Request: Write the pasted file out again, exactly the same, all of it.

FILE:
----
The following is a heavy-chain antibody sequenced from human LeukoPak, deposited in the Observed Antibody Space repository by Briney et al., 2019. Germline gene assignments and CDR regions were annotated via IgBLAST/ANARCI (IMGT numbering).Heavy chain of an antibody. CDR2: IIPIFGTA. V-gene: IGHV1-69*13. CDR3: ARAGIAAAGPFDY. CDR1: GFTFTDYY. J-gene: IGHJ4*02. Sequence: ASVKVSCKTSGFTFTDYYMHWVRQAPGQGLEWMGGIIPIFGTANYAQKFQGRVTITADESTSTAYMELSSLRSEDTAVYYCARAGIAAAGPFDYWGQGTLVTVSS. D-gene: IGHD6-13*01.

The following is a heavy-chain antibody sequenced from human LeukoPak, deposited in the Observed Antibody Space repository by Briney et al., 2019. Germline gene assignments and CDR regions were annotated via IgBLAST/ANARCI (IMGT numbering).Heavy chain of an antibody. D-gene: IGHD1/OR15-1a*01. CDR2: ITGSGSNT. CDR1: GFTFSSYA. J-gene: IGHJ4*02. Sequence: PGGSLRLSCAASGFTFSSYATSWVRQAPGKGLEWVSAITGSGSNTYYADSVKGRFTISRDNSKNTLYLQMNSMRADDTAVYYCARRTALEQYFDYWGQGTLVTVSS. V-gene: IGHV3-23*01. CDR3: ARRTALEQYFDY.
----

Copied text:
The following is a heavy-chain antibody sequenced from human LeukoPak, deposited in the Observed Antibody Space repository by Briney et al., 2019. Germline gene assignments and CDR regions were annotated via IgBLAST/ANARCI (IMGT numbering).Heavy chain of an antibody. CDR2: IIPIFGTA. V-gene: IGHV1-69*13. CDR3: ARAGIAAAGPFDY. CDR1: GFTFTDYY. J-gene: IGHJ4*02. Sequence: ASVKVSCKTSGFTFTDYYMHWVRQAPGQGLEWMGGIIPIFGTANYAQKFQGRVTITADESTSTAYMELSSLRSEDTAVYYCARAGIAAAGPFDYWGQGTLVTVSS. D-gene: IGHD6-13*01.

The following is a heavy-chain antibody sequenced from human LeukoPak, deposited in the Observed Antibody Space repository by Briney et al., 2019. Germline gene assignments and CDR regions were annotated via IgBLAST/ANARCI (IMGT numbering).Heavy chain of an antibody. D-gene: IGHD1/OR15-1a*01. CDR2: ITGSGSNT. CDR1: GFTFSSYA. J-gene: IGHJ4*02. Sequence: PGGSLRLSCAASGFTFSSYATSWVRQAPGKGLEWVSAITGSGSNTYYADSVKGRFTISRDNSKNTLYLQMNSMRADDTAVYYCARRTALEQYFDYWGQGTLVTVSS. V-gene: IGHV3-23*01. CDR3: ARRTALEQYFDY.